Most taxpayers know about the tax-deferred benefits of 1031 exchange but many are not as familiar with reverse exchanges. A reverse 1031 exchange is a strategy used when you want to acquire the replacement property prior to conveying title of the relinquished property to a buyer. The most common situations leading to a reverse exchange are as follows:
Our reverse exchanges are structured under Revenue Procedure 2000-37 which provides a 180-day “safe harbor” period to “park” title until the exchange can be completed. Under this structure, we create an entity to act as the Exchange Accommodation Titleholder (EAT), bound by a qualified exchange accommodation arrangement (QEAA) which is essentially a “parking” arrangement. As an exchange is considered the continuation of the original investment, you cannot own both the relinquished and the replacement properties at the same time. To facilitate the reverse exchange, title to either the relinquished or the replacement property is held by an EAT until the relinquished property can be conveyed to a buyer. The Revenue Procedure allows the EAT to “park” title for a maximum of 180 days.
In today’s market, investors often locate the replacement property before putting the relinquished property on the market. A reverse exchange is often preferred because investors want the time to locate the desired replacement property without the pressure of the 45-Day Identification Period timeclock ticking. The reverse exchange provides the opportunity to sell the property at market value without forcing a fire sale. A reverse exchange can also afford the opportunity to complete improvements on the replacement property prior to giving up the relinquished property which is often essential when relocating a business.
To acquire the property, the EAT borrows the funds from the investor or more often from the investor and a third-party lender. During ownership by the EAT, the EAT leases the property to the investor through a triple net lease which gives the investor the opportunity to report the income and expenses on investor’s tax return.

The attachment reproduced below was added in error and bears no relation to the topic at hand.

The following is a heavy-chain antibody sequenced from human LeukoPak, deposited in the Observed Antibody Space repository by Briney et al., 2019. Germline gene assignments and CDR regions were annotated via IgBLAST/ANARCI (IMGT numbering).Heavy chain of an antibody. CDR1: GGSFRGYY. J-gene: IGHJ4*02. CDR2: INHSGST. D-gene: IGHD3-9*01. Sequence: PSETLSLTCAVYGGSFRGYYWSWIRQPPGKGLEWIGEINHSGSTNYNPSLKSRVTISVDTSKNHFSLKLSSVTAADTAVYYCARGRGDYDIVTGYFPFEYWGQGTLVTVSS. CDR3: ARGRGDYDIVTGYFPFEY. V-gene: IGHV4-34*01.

Reverse exchanges do take more planning and cost slightly more than a typical forward exchange but are certainly well worth the time and expense to preserve the tax-deferral treatment under Section 1031.
Reverse exchanges make the impossible, possible.
The 1031 team brings over 150 years of combined exchange industry experience and has facilitated thousands of exchanges. Based in Collegeville, Pennsylvania and Bend, Oregon, our exchange experts are ready to answer your questions, guide the process, and facilitate your exchange.
An Exchange Accommodation Titleholder (EAT) is used to complete a reverse exchange or improvement exchange.
Construction/improvement exchanges occur when you want to make improvements to the replacement property utilizing the sale proceeds of the relinquished property.
Whether a reverse or forward improvement exchange, the acquisition of the parked property should be structured with the following considerations.
There are instances where the taxpayer may need to take ownership of the new property prior to the sale of the old property. For example, the taxpayer may run the risk of losing that perfect replacement property or the sale of the relinquished property cannot be accomplished in advance of the purchase.